Secondaries in the Neck lymph nodes
They are divided into 3 types
1.Secondaries in the Neck with Known Primary
2.Secondaries in the Neck with Clinically Unidentified Primary
3.Secondaries in the Neck with an Occult Primary
• Here secondaries are present and primary has been
identified clinically in the oral cavity, pharynx, larynx,
thyroid or other areas.
• Investigations: Biopsy from the primary and
FNAC from the secondaries
• Primary is treated by -Curative Radiotherapy or
• Secondaries, when mobile are treated by radical lymph
node block dissection in the neck
2.Secondariesin the Neckwith Clinically
• Hard neck lymph nodes are secondaries, but primary
has not been identified clinically.
• Investigations: FNAC from the secondaries
Then search for the primary is done by various
investigations. They are
b) Surveillance biopsy
c) FNAC of thyroid and suspected areas
d) CT scan.
b. Surveillance biopsy : Blind biopsies are taken from
Fossa of Rosenmuller
Lateral wall of pharynx
Base of tongue
Subglottic region (larynx)
c. FNAC of thyroid and suspected areas
d. CT scan
(Note: Surveillance biopsy is done to reveal unknown primary in
15% of cases of secondaries in neck. If this surveillance biopsy is
negative, then ipsilateral tonsillectomy may be needed.)
Primary is treated by Curative radiotherapy.
Secondaries in the neck is treated by Radical Neck Dissection.
3.Secondaries in the Neck with an
• Occult = hidding from view
• Secondaries in the neck lymph nodes are confirmed by
FNAC, but primary has not been revealed clinically and
by any available investigations.
• Occult primary : When all the investigations do not show any
evidence of primary.
• Reasons for primary lesion being occult
Too small a primary to detect;
Possibility of immunological spontaneous regression of primary and
Inability of the present diagnostic tools to detect the primary.
• Histologically secondaries in neck with occult primary may be
of squamous cell carcinoma or of nonsquamous cell
carcinoma, i.e., adenocarcinoma/poorly differentiated
• In upper and midcervical region 80% are due to squamous cell
• In lower cervical and supraclavicular region 40% can be
• Common sites of primary here (for adenocarcinoma) are
thyroid, breast, gastrointestinal tract, salivary glands, lungs,
prostate and kidney.
• 70% of occult nodes occur in jugulodigastric group.
• Differential diagnosis for secondary with occult primary is
lymphoma and primary branchogenic carcinoma.
Investigations for seconday tumour
FNAC is the tool to confirm the occult secondary.
Open biopsy (if FNAC is inconclusive)-incision/excision
Open biopsy helps in high suspects of lymphomas or poorly
differentiated carcinomas .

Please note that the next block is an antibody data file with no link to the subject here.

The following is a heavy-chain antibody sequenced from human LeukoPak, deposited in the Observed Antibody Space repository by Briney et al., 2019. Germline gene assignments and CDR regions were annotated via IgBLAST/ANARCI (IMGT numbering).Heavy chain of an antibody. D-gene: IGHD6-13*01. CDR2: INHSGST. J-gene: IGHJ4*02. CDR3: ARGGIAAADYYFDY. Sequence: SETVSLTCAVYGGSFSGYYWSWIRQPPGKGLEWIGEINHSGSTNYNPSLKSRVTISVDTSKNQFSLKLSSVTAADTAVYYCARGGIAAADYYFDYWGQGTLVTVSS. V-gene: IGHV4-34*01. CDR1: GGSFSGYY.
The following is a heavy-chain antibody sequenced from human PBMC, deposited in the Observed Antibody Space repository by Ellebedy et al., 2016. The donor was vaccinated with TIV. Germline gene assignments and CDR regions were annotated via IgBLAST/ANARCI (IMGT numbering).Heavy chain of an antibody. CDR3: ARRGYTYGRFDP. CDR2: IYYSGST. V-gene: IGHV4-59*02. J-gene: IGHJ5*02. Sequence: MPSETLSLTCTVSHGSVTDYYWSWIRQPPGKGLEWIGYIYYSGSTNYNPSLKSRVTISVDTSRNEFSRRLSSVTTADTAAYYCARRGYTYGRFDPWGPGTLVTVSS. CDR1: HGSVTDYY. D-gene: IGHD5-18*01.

It facilitates tissue study, immunohistochemistry, and special
Many studies prove that risk of seedling, survival and
prognosis will not alter by open biopsy.
But at present it is proposed only when FNAC fails or special
methods are mandatory to type the disease.
After open biopsy, frozen section confirmation and immediate
neck dissection has to be done.
Immunoperoxidase staining is the most commonly
used on FNAC specimen or formalin fixed paraffin tissue using
monoclonal or polyclonal antibodies.
Immunoperoxidase mainly used in
Electron microscopy is superior to
immunohistochemistry as ultrastructure details can be
assessed. But it is costly.
Chromosomal analysis for tumour specific genes is
used in B, T and germ cell lymphomas.
Investigation for occult primary
• CECT is the investigation of choice to look for primary
• FNAC of node/open biopsy to confirm
• Other methods are – MRI , triple endoscopy, surveillance
biopsy, FNAC of thyroid, ipsilateral tonsillectomy if surveillance
biopsy and other methods are negaive
Initially the SECONDARIES in the neck are treated by Radical
Neck Dissection, then regular follow-up is done (at 3 monthly
intervals) until the primary reveals.
Once PRIMARY is revealed it is confirmed by biopsy and
treated accordingly, either by Curative Radiotherapy or by
Wide Excision depending on location of revealed primary.
This type is usually less aggressive and has got better
Nodal staging in secondaries
• Nx – nodes cannot be assessed
• No – no nodal metastasis
• N1 – single node same side <3 cm
• N2a – single node same side 3-6cm
• N2b – multiple nodes same side <6cm
• N2c – bilateral /contralateral nodes < 6cm
• N3 – node > 6 cm
Investigations for secondaries in neck
FNAC of secondary:
open incision biopsy is not advised here. It destroys the fascial
barriers and causes the spread of tumours faster and earlier
into next level nodes or other soft tissues. Eventual neck
dissection technically becomes difficult. Recurrence rate in
neck will be higher after open biopsy.
If FNAC of node and all investigations for primary become
negative, then open biopsy of node following confirmation
with frozen section and immediate neck dissection is
undertaken. In such situation if neck dissection is delayed
after open biopsy confirmation, chances of cure will be
Biopsy from primary : Incision biopsy is the choice here.
Blind biopsies from suspected areas.
Panendoscopy with examination under anaesthesia.
CT scan is to see the base of skull, paranasal sinuses,
nasopharynx, extension of primary tumour/secondary
deposites; CT scan of chest and abdomen.
Chest X-ray to visualise primary or secondaries in case
melanomas or mediastinal nodes.
MRI scan or PET scan in conjunction with CT scan or MRI. MRI
identifies soft tissue extension/changes; guided primary
biopsy is possible; extension into bone is identified.
CT chest and abdomen in case of infraclavicular primaries or
to assess nodes.